Photo of Nagasaki Today

Should You Visit Hiroshima or Nagasaki?

by Robert Schrader on July 4, 2018

If you’ve never taken a trip to Japan, it’s easy to think of Hiroshima vs Nagasaki as two cities that are still reeling from the aftereffects of atomic bombs. For many foreigners, Americans especially, these places will be forever linked to the damage they suffered during the second World War, which saw both essentially leveled.

In reality, however, both of these Japanese cities have long since moved on from their tragic pasts, to the extent that you might not even realize what happened walking through them today. Here are some interesting comparisons of Hiroshima vs Nagasaki, which will help you decide which of these Japanese cities is best for you to visit.

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Are Hiroshima and Nagasaki Actually That Similar?

If you hope traveling to these cities will help you assess the Hiroshima or Nagasaki aftermath, I have some disappointing news from you. Apart from memorial and museum sights within both cities, little evidence remains that either suffered bombings in the past. In fact, one of the things I found most disappointing about Hiroshima—and I know this sounds strange—was what an ordinary city it seemed to be, in spite of its almost mythic reputation.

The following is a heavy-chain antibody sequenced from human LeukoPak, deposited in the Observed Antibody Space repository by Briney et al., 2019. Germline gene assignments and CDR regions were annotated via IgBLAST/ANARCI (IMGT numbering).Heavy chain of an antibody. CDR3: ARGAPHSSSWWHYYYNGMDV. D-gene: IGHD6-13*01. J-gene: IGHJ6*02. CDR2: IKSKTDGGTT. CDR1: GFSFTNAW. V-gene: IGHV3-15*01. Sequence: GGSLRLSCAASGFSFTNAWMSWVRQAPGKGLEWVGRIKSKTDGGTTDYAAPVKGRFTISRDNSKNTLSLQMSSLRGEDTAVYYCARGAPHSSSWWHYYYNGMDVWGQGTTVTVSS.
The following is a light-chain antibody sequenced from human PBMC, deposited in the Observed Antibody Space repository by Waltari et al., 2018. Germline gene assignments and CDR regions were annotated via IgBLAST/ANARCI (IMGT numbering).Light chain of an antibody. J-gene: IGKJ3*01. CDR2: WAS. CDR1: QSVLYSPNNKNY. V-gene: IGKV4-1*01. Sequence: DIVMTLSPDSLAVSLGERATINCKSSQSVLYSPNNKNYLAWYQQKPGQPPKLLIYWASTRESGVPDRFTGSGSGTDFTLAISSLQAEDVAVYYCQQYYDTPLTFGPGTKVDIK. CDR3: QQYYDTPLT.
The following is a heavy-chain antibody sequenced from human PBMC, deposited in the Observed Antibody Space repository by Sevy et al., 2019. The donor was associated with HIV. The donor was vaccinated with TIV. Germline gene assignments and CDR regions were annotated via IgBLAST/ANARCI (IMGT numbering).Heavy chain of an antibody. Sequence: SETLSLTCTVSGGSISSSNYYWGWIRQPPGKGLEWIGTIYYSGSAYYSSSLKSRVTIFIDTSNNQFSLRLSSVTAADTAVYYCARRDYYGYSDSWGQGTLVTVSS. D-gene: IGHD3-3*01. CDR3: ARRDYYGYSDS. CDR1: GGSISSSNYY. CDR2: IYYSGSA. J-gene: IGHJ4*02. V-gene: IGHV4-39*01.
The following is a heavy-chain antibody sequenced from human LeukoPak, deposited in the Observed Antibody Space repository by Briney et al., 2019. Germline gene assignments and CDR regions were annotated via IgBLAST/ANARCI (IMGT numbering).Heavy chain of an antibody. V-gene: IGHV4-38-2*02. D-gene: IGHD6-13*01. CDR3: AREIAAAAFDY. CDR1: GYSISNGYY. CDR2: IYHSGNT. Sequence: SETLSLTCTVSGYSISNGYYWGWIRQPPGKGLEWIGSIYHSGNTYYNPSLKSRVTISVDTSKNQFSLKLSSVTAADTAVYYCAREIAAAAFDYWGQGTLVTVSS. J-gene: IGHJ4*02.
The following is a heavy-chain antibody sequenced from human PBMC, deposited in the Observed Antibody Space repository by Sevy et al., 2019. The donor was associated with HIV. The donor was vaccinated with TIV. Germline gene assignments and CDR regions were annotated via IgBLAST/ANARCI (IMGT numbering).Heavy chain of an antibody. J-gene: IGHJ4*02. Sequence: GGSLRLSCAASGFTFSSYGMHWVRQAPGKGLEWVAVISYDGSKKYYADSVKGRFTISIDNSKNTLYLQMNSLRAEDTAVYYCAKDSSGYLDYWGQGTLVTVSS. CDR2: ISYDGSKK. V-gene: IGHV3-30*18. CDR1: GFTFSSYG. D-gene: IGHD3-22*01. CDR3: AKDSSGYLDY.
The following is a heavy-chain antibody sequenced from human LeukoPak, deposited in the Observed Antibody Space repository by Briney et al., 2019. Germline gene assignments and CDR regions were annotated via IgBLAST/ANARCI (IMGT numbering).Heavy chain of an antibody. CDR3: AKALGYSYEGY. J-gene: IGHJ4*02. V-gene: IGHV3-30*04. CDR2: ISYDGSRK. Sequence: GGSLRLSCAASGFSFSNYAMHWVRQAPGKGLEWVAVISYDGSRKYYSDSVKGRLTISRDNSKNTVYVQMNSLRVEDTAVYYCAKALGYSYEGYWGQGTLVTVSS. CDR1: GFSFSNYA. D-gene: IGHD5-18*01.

As far as the question where is Hiroshima and Nagasaki, the good news is that they are both relatively convenient. Hiroshima is located in the southwestern corner of Honshu island, about 4-5 hours by Shinkansen. Nagasaki, located on the island of Kyushu, is slightly more difficult to reach. As far as traveling from Hiroshima to Nagasaki is concerned, you’ll need to ride the Shinkansen to Hakata station in Fukuoka (about two hours past Hiroshima), then ride the JR Kamome Line (which adds two more hours to your trip) to Nagasaki. In other words, Nagasaki is about as far from Hiroshima and Hiroshima is from Tokyo.

Things to Do in Hiroshima vs Nagasaki

Visiting Hiroshima Today

The most popular things to see in Hiroshima are the Hiroshima Peace Memorial Park and the so-called A-Bomb Dome, though once you finish up here, whether you explore independently or take a Hiroshima peace walking tour, one of Hiroshima’s historical street cars will take you to places that are less emotionally heavy.